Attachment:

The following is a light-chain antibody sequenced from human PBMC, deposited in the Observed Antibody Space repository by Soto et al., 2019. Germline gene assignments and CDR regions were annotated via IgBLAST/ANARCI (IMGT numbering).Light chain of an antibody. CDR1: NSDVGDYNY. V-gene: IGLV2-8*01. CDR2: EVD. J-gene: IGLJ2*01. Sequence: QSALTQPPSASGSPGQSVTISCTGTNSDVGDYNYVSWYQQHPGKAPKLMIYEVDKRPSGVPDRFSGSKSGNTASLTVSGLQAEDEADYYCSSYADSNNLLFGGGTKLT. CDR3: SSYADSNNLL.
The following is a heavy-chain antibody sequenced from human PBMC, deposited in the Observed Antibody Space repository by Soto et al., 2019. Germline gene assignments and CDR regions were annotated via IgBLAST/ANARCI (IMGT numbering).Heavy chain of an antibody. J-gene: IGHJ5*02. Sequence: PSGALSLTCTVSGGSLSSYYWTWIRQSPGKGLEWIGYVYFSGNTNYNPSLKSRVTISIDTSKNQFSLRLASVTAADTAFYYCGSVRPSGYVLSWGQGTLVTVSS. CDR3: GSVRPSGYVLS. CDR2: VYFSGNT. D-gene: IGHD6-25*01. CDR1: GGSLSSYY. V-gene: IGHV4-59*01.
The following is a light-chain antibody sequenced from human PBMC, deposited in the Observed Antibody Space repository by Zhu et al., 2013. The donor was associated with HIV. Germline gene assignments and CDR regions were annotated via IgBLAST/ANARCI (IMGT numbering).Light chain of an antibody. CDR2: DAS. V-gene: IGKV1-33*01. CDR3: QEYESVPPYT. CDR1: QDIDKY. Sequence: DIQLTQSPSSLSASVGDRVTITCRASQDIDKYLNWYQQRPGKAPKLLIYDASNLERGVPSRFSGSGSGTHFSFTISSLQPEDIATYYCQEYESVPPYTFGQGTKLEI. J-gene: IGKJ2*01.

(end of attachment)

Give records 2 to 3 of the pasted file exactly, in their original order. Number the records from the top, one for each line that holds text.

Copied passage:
The following is a heavy-chain antibody sequenced from human PBMC, deposited in the Observed Antibody Space repository by Soto et al., 2019. Germline gene assignments and CDR regions were annotated via IgBLAST/ANARCI (IMGT numbering).Heavy chain of an antibody. J-gene: IGHJ5*02. Sequence: PSGALSLTCTVSGGSLSSYYWTWIRQSPGKGLEWIGYVYFSGNTNYNPSLKSRVTISIDTSKNQFSLRLASVTAADTAFYYCGSVRPSGYVLSWGQGTLVTVSS. CDR3: GSVRPSGYVLS. CDR2: VYFSGNT. D-gene: IGHD6-25*01. CDR1: GGSLSSYY. V-gene: IGHV4-59*01.
The following is a light-chain antibody sequenced from human PBMC, deposited in the Observed Antibody Space repository by Zhu et al., 2013. The donor was associated with HIV. Germline gene assignments and CDR regions were annotated via IgBLAST/ANARCI (IMGT numbering).Light chain of an antibody. CDR2: DAS. V-gene: IGKV1-33*01. CDR3: QEYESVPPYT. CDR1: QDIDKY. Sequence: DIQLTQSPSSLSASVGDRVTITCRASQDIDKYLNWYQQRPGKAPKLLIYDASNLERGVPSRFSGSGSGTHFSFTISSLQPEDIATYYCQEYESVPPYTFGQGTKLEI. J-gene: IGKJ2*01.